Senate Leaders Wary of Forswearing Contributions
WASHINGTON (AP) _ Senate committee leaders aren’t giving up campaign donations from groups affected by the panels’ decisions, although some senators are shedding contributions from savings and loan interests.
A spot check of various committee chairmen and ranking minority members turned up none willing to follow the lead of the Banking Committee’s Donald Riegle, who says he no longer will accept campaign money from interest groups under his panel’s jurisdiction.
″My inclination is to believe it’s an isolated incident from someone who’s under the gun,″ said Michael Traugott, a University of Michigan political scientist and authority on campaign finance. ″I would put it under the heading of damage control.″
Riegle is among five senators whose ties to Charles Keating Jr. and his failed Lincoln Savings and Loan are the subject of an ethics committee investigation.
″Riegle’s been under some pressure because of the Keating affair and this may be the way he wants to deal with it,″ said David Shapiro, spokesman for Sen. Richard Lugar, R-Ind., ranking Republican on the Agriculture Committee. ″But there hasn’t been any cloud″ over donations from farm interests, he said.
Nevertheless, Lugar postponed a fund-raiser with agriculture groups until the Senate completes work on the 1990 farm bill, Shapiro said. ″There’s a heightened sensitivity to how things appear.″
Spokesmen for several chairmen and ranking minority members said the senators screen individual contributions and return any that appear tainted. But none were ready to ban all contributions from one of their biggest sources of campaign dollars.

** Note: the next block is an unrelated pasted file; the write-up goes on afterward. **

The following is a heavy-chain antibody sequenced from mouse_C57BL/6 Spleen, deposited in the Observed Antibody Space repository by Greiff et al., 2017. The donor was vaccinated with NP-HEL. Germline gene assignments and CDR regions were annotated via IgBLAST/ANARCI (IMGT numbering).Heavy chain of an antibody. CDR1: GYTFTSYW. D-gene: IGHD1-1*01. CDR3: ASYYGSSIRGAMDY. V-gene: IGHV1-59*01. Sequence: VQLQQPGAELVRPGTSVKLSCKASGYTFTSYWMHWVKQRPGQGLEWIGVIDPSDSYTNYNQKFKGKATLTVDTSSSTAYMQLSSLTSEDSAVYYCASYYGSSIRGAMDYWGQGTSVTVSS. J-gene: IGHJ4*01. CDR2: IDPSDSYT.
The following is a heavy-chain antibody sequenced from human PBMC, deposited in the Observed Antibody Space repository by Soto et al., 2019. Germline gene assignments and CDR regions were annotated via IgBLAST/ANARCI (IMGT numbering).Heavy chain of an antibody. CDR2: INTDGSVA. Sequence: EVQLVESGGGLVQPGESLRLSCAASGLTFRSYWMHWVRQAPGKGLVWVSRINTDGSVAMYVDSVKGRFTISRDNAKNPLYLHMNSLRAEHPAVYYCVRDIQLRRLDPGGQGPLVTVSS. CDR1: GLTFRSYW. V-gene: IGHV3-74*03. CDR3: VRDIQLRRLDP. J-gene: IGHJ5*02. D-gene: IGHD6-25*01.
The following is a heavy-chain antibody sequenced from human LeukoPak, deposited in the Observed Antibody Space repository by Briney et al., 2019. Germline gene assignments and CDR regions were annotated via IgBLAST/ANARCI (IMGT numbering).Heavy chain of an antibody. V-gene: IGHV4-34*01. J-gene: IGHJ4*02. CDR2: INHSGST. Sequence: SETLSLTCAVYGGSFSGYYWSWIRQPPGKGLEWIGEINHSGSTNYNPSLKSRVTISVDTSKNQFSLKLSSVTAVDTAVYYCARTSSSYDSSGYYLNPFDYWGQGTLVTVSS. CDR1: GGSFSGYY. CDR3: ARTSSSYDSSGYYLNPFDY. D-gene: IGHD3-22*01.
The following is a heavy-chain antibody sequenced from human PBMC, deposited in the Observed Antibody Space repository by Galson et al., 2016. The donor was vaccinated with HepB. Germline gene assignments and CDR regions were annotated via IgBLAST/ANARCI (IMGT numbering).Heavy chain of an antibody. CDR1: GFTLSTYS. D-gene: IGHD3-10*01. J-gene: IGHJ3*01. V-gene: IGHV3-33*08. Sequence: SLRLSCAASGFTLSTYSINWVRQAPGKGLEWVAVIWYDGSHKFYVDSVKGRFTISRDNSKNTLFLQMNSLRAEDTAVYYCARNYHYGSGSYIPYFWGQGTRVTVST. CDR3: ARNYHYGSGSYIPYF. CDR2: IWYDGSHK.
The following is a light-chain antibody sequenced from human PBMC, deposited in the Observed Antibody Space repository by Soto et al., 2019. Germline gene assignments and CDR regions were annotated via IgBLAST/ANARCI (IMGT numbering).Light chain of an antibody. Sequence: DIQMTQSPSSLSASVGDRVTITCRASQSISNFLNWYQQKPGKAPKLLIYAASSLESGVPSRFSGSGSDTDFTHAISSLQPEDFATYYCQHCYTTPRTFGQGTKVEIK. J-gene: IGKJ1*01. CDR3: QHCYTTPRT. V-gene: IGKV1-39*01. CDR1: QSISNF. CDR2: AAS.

Among those surveyed:
-Energy and Natural Resources chairman Bennett Johnston, D-La. He received $180,461 from energy industry political action committees from 1983 through 1988, according to a study by the public-interest group Common Cause.
-Environment and Public Works chairman Quentin Burdick, D-N.D., who received $97,103 from energy PACs and $327,700 from labor PACs, some of which have an interest in environmental legislation such as the pending Clean Air Act rewrite.
-Commerce, Science and Transportation Committee chairman Ernest Hollings, D-S.C., who received $828,842 from business PACs.
-Jake Garn, R-Utah, ranking Republican on the Banking Committee, who received $195,375 from financial institution PACs including $77,600 from those tied to S&Ls.
Riegle, D-Mich., last week announced he was giving the U.S. Treasury an amount equal to all contributions he has gotten and kept from S&L interests since 1983.
Rising public outrage over the multibillion-dollar thrift mess is making the return of S&L money an increasingly popular means of declaring independence from the troubled industry.
Riegle led the Senate in contributions from PACs representing banks, S&Ls, securities firms and others in the financial industry, accepting $344,133 from 1983 through 1988, Common Cause said.
Finance Committee chairman Lloyd Bentsen, D-Texas, refuses money from subsidiaries controlled by foreign corporations because he favors legislation to outlaw contributions by those PACs, spokesman Jack DeVore said.
Bentsen was the top recipient of contributions from business PAC donations, with $1.8 million.
Sen. John Glenn, D-Ohio, chairman of the Governmental Affairs Committee, ″accepts contributions legally given and legally received and he votes his conscience,″ spokesman Rebecca Bell said. She declined to elaborate.
Glenn received $693,166 from PACs between 1983 and 1988.
Sen. Alan Cranston, D-Calif., chairman of the Veterans’ Affairs Committee, has no plans to follow Riegle’s lead, a spokesman said. He received $1.5 million from PACs from 1983-88, and ranked seventh in receipts of labor PAC money with $410,600 and ninth in finance PAC receipts with $209,195.
Glenn and Cranston are targets of the ethics committee probe, as are Riegle and Sens. Dennis DeConcini, D-Ariz., and John McCain, R-Ariz.